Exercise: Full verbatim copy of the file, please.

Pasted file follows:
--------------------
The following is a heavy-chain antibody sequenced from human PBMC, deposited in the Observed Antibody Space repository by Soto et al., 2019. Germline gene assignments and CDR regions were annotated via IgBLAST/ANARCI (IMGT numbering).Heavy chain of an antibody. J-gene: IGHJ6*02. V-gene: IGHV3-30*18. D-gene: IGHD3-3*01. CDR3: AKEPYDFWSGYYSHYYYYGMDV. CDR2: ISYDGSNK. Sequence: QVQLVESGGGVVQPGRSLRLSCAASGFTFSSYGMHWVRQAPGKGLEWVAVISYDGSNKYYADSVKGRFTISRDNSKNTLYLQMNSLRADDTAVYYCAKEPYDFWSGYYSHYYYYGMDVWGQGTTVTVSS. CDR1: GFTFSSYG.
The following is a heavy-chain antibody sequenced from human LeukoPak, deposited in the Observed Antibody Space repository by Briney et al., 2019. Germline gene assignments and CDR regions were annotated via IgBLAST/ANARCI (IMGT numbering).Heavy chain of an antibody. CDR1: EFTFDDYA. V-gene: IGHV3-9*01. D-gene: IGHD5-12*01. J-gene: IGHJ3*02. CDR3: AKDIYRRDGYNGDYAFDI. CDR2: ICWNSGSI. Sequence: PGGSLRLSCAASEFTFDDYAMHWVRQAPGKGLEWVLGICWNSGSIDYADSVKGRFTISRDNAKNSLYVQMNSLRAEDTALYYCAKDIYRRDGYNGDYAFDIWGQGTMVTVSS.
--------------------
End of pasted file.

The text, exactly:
The following is a heavy-chain antibody sequenced from human PBMC, deposited in the Observed Antibody Space repository by Soto et al., 2019. Germline gene assignments and CDR regions were annotated via IgBLAST/ANARCI (IMGT numbering).Heavy chain of an antibody. J-gene: IGHJ6*02. V-gene: IGHV3-30*18. D-gene: IGHD3-3*01. CDR3: AKEPYDFWSGYYSHYYYYGMDV. CDR2: ISYDGSNK. Sequence: QVQLVESGGGVVQPGRSLRLSCAASGFTFSSYGMHWVRQAPGKGLEWVAVISYDGSNKYYADSVKGRFTISRDNSKNTLYLQMNSLRADDTAVYYCAKEPYDFWSGYYSHYYYYGMDVWGQGTTVTVSS. CDR1: GFTFSSYG.
The following is a heavy-chain antibody sequenced from human LeukoPak, deposited in the Observed Antibody Space repository by Briney et al., 2019. Germline gene assignments and CDR regions were annotated via IgBLAST/ANARCI (IMGT numbering).Heavy chain of an antibody. CDR1: EFTFDDYA. V-gene: IGHV3-9*01. D-gene: IGHD5-12*01. J-gene: IGHJ3*02. CDR3: AKDIYRRDGYNGDYAFDI. CDR2: ICWNSGSI. Sequence: PGGSLRLSCAASEFTFDDYAMHWVRQAPGKGLEWVLGICWNSGSIDYADSVKGRFTISRDNAKNSLYVQMNSLRAEDTALYYCAKDIYRRDGYNGDYAFDIWGQGTMVTVSS.